There is a magic to Moana that is much more than the sum of its parts. It thrums quietly beneath what you watch onscreen – the loveable Moana, the scene-stealing demigod Maui, the stunning visuals – and occasionally surges to quicken your heart or give you goosebumps.
It is only at the end that the beauty of what Disney has achieved with its latest animated offering washes over you: telling a story that uses the quintessential Disney princess elements, but piecing them together in entirely new and exciting ways.
Coming at a time when Hollywood is increasingly being called upon to shed stereotypical portrayals of gender and race, Moana embodies the alchemy that can happen onscreen when filmmakers choose to go beyond these norms.
In terms of gender, Moana (Auli’i Cravalho) is the Disney princess we’ve been waiting for: A natural evolution from Belle’s curiosity to Mulan’s courage to Anna and Elsa’s strong sisterhood.
Animated to look more realistic than her hourglass-shaped predecessors, Moana is closer to her Pixar cousin Merida (from Brave) – both in appearance and attitude.
Here, when Moana heads into the ocean, it is not to find love or to run away, but rather, on a quest of her own. A subtle change, but an empowering one that reframes the traditional princess as a hero.
A chief’s daughter in ancient Polynesia, Moana is forced to contend with a curse that is threatening life on her island. To stop it, she breaks with generations of tradition and sails out in search of the one person who can help, the demigod Maui (Dwayne “The Rock” Johnson).
It is a relatively straightforward plot, almost too much so. But it is this very simplicity that gives Moana its mythic feel, enlivened by the way its creators weave in the culture of the South Pacific islands.
Disney apparently set up an Oceanic Story Trust to ensure the movie would honour and respect the culture of the South Pacific people, and the dedication pays off.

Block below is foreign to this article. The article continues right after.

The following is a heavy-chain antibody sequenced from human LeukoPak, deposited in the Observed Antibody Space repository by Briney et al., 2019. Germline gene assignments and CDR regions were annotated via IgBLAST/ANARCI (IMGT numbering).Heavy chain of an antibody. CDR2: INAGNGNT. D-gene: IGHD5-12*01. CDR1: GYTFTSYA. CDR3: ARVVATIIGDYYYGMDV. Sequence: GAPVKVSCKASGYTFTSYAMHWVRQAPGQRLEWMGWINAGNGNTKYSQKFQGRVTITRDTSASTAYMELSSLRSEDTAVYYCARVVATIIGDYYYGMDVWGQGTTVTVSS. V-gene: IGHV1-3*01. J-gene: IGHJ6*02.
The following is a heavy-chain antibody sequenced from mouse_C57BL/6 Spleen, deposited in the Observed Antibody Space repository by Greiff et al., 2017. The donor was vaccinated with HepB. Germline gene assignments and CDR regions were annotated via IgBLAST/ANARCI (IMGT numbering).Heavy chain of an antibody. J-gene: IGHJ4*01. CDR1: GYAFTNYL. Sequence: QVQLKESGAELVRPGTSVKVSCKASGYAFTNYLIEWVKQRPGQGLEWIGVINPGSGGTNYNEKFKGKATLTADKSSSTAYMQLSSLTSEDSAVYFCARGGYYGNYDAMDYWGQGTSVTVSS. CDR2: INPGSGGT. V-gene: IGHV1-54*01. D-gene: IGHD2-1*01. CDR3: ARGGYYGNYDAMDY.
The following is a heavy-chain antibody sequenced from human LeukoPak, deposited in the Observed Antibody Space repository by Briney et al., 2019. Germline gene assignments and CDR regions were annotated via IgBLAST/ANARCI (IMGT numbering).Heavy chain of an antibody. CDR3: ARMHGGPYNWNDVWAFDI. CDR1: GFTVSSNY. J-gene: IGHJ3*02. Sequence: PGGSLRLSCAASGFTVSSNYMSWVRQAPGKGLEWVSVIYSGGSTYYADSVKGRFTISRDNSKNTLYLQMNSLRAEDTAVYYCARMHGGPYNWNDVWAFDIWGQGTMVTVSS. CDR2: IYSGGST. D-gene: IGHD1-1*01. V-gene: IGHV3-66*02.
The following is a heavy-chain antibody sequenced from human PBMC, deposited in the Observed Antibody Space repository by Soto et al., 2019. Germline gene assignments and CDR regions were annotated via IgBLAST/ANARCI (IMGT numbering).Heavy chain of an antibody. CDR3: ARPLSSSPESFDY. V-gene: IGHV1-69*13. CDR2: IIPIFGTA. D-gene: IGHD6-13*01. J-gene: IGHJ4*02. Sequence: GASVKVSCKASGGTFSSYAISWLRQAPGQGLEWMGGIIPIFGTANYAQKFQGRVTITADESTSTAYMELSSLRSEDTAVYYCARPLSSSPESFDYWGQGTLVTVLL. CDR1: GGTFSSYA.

There is a power to the setting of Moana that we haven’t seen from Disney in years, if ever – power that comes from both a celebration of and respect for the Polynesian culture it features. And when the story sails its way into an unexpected ending that feels exactly right, it becomes not just the story of one girl, but the story of a people.
Perhaps best of all, Moana achieves all of this while also being a gorgeously entertaining movie that has something for audiences of all ages to enjoy. Johnson’s Maui is likely to be hugely popular with the kids, and his interactions with Moana make for some of the movie’s most enjoyable scenes. The subtle way in which he embodies a distinctly Polynesian identity, too, is very clever.
Meanwhile, Disney takes animation to a whole new level with its spectacular depictions of the ocean in its various moods – there are visual set pieces in Moana that will amaze even the most jaded moviegoer.
The only letdown, perhaps, is the music. While the coming together of Mark Mancina, Lin-Manuel Miranda and Opetaia Foa’i results in an emotive score layered with traditional Polynesian sounds, there are few numbers that linger.
How Far I’ll Go, Moana’s theme song, is lovely, but unlikely to join the ranks of Ariel’s Part Of Your World or Elsa’s Let It Go as a classic. For pure exuberance though, Johnson deserves props for Maui’s introductory song, You’re Welcome. The most enduring number, and perhaps fittingly, is We Know The Way: an uplifting anthem performed by Foa’i and Miranda, which sings of Moana’s people and their history.
In the end, Moana’s true success lies in the fact that it has managed to take an often-criticised yet hugely profitable formula and not only reinvent it, but turn it into an example of the heights a film can reach when inclusiveness and diversity are done right. And that is the kind of movie magic we could use more of.
Director: Ron Clements, John Musker, Chris Williams, Don Hall
Voice cast: Auli’i Cravalho, Dwayne Johnson, Rachel House, Temuera Morrison, Jemaine Clement